Guppy Female Tropical Fish (Poecilia reticulata)
Female or guppies in general are peaceful fish whom adds a little happiness and positivity to your tank. Find them in any color you can imagine from red, yellow, orange, green, blue until black.
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Video of a guppy giving birth in a birth box for about 200 fries. Here is a link to our guppies :
The guppy (Poecilia reticulata), also known as millionfish and rainbow fish, is one of the world’s most widely distributed tropical fish and one of the most popular freshwater aquarium fish species. It is a member of the family Poeciliidae and, like almost all American members of the family, is live-bearing. Guppies originate from northeast South America, but have been introduced to many habitats and are now found all over the world. They are highly adaptable and thrive in many different environmental and ecological conditions. Male guppies, which are smaller than females, have ornamental caudal and dorsal fins. Wild guppies generally feed on a variety of food sources, including benthic algae and aquatic insect larvae. Guppies are used as a model organism in the fields of ecology, evolution, and behavioural studies.
Guppies are native to Antigua and Barbuda, Barbados, Brazil, Guyana, Jamaica, the Netherlands Antilles, Trinidad and Tobago, the U.S. Virgin Islands, and Venezuela. However, guppies have been introduced to many different countries on every continent except Antarctica. Sometimes this has occurred accidentally, but most often as a means of mosquito control. The guppies were expected to eat the mosquito larvae and help slow the spread of malaria, but in many cases, these guppies have had a negative impact on native fish populations. Field studies reveal that guppies have colonized almost every freshwater body accessible to them in their natural ranges, especially in the streams located near the coastal fringes of mainland South America. Although not typically found there, guppies also have tolerance to brackish water and have colonized some brackish habitats. They tend to be more abundant in smaller streams and pools than in large, deep, or fast-flowing rivers. They also are capable of being acclimated to full saltwater as well as being used to cycle saltwater aquariums like their molly cousins.
Guppies are highly prolific livebearers. The gestation period of a guppy is typically 21–30 days, varying considerably. Reproduction typically continues through the year, and the female becomes ready for conception again quickly after parturition. Male guppies, like other members of the family Poeciliidae, possess a modified tubular anal fin called the gonopodium, located directly behind the ventral fin. The gonopodium has a channel-like structure through which bundles of spermatozoa, called spermatozeugmata, are transferred to females. In courted mating, where the female shows receptive behavior following the male’s courtship display, the male briefly inserts the gonopodium into the female’s genital pore for internal fertilization. However, in the case of sneaky mating where copulation is forced, the male approaches the female and thrusts the gonopodium at the female’s urogenital pore.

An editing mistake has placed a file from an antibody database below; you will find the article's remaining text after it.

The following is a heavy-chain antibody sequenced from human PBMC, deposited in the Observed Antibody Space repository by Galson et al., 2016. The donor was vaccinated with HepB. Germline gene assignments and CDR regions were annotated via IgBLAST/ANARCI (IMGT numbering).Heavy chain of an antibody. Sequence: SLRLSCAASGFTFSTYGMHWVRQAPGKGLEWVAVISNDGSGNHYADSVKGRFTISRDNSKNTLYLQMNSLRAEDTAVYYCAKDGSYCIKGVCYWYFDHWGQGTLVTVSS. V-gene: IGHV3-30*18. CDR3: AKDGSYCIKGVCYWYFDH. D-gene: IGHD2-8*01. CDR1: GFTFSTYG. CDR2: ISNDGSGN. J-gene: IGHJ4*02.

Once inseminated, female guppies can store sperm in their ovaries and gonoducts, which can continue to fertilize ova up to eight months. Because of the sperm-storage mechanism, males are capable of posthumous reproduction, meaning the female mate can give birth to the male’s offspring long after the male’s death, which contributes significantly to the reproductive dynamics of the wild guppy populations.
The guppy has been successfully hybridised with various species of molly (Poecilia latipinna or P. velifera), e.g., male guppy and female molly. However, the hybrids are always male and appear to be infertile. The guppy has also been hybridised with the Endler’s livebearer (Poecilia wingei) to produce fertile offspring, with the suggestion that, despite physical and behavioural differences, Endler’s may represent a subspecies of Poecilia reticulata rather than a distinct species.